"He never listens to me," Ginny said with a pout.
Her husband sneered. "I listen when you say something worthwhile."
"Do you see?" Ginny turned to the third person in the room, who seemed to be trying to disappear into the overstuffed chair she sat on.
As the woman was a muggle, the likelihood of disappearance was low. She seemed to realize this and sat up, clearing her throat as she looked quickly at her watch. "Now, Mr. Malfoy, why would you want to hurt Ginny by saying that?"
"Because it's true," Draco said, not a trace of apology in his voice.
Ginny gave a little shriek and threw her hands in the air. "This is exactly why we fight all the time. You never think you're wrong!"
"And you do? If I've heard it once, I've heard it a thousand times!" Draco pitched his voice impossibly high and twittered, "Now, Draco, you knooow that you have no idea how real people live. Just listen to me, and I'll fix everything that way I want things."
"That's so unfair! You really don't know how real people live!" She turned to the counselor and said earnestly, "He thinks it's freakish to lift a finger and do anything for yourself."
"You insist on getting me out of bed at dawn so you can make the beds," he said evenly. "And you've driven the house elves to tears and talk of suicide by evicting them from the kitchen."
"He means servants," Ginny told the counselor hurriedly. "And there's too many of them."
Draco met her glare with an impassive expression. "They've served the family for hundreds of years, generations upon generations. I refuse to repay their service by kicking them out on the streets."
"The economy is very difficult right now," the counselor murmured. "If they're that old-fashioned..."
"Old-fashioned? You should see his parents! They're practically fossilized!"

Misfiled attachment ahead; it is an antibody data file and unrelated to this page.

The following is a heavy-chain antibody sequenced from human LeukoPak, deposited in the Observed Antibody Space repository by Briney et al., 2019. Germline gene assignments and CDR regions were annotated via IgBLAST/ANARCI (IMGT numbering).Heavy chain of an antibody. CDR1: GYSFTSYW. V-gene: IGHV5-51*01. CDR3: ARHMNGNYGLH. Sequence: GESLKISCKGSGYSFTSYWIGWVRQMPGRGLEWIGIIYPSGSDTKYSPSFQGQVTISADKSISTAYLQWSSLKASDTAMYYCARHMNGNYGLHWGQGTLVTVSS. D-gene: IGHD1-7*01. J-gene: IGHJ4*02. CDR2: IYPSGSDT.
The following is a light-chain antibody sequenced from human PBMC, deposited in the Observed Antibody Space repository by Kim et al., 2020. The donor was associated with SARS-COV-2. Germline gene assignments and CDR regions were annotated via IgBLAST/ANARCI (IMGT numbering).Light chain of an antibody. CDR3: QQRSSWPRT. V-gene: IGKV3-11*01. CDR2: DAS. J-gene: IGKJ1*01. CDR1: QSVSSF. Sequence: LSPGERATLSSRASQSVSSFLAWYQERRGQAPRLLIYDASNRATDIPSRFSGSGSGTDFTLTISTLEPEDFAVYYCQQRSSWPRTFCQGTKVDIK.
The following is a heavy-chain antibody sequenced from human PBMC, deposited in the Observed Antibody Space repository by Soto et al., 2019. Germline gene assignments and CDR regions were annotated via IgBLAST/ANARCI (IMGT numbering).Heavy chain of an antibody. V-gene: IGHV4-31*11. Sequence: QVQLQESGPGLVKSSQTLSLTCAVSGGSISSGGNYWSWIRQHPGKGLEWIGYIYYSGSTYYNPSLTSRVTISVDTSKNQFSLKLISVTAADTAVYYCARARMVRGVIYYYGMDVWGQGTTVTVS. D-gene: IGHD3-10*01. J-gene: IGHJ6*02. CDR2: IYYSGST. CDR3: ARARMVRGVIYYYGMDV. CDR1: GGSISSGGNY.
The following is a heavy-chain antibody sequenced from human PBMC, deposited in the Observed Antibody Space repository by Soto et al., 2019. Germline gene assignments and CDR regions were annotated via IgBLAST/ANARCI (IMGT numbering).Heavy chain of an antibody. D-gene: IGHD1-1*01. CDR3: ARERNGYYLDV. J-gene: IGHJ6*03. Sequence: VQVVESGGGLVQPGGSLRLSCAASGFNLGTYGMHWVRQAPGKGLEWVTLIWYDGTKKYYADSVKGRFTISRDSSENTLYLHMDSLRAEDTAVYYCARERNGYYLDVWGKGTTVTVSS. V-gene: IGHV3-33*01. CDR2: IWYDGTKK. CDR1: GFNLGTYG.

"Oh, like yours are a model to follow? They live in squalor," Draco said with a sneer. "And all your brothers are good-for-nothings."
Ginny gasped and took a deep breath, her face red with the growing fury about to burst forth. Before she could explode, the counselor shouted, "Enough!"
The couple turned to her expectantly, and the counselor toyed nervously with her pearls for a moment before she pulled herself together. "You've been here for several sessions now, and I'm afraid we haven't made any progress."
"What are you saying?" Ginny asked, frowning slightly.
"I'm saying that the main question isn't how to stay married, but why you got married in the first place." The counselor looked down at her clipboard and wrote something. "This is the number for an attorney--"
"WHAT?" Ginny was on her feet, the shock having finally worn off. "How dare you? You're a disgrace to your profession! I'll have your license!"
The counselor tried to stand, but fell back in the face of Ginny's evil glare. "You are blind. Blind and stupid, and I will destroy you."
She stormed out, the door slamming behind her, and Draco stood. "Thank you for letting her blow off steam," he said with a small bow.
"Is... Is she always like that?" asked the trembling counselor.
"Oh, yes," Draco said. "I love her passion - it's why I married her. And now, if you'll excuse me..."
The counselor nodded, but as he reached the door she called out, "Wait! About her threats... She didn't mean... She couldn't..."
"I'm terribly sorry," said Draco. "She really will destroy you, and we have so much money she could spend millions doing it and we wouldn't miss it. Still, I'll make sure you end up in a nice sanitarium, and have a small nest egg to help you when you're ready to try picking up the pieces of your broken life."
He left, and found his wife still outside, pacing and seething. "If I ever listen to Hermione again, hit me."
"You'd break my fingers." He smiled and gathered her close, giving her a small kiss on the cheek. "If I promise to go to Sunday dinners at your parents' house, will you let the house elves do their jobs and let me sleep until a decent hour?"
She looked up at him with a raised brow. "And you won't complain about the poor surroundings or taunt my brothers?"
"And you won't make the beds or kick the elves out of the kitchen?" he returned, hiding his amused smile against the smooth skin of her neck.
"Well," she said. "Maybe an occasional taunt."
"I suppose I would miss your meatloaf," he replied.
Smiling at last, she said, "I really do love you, you know."
"I love you, too," he said, "and I'd marry you all over again."
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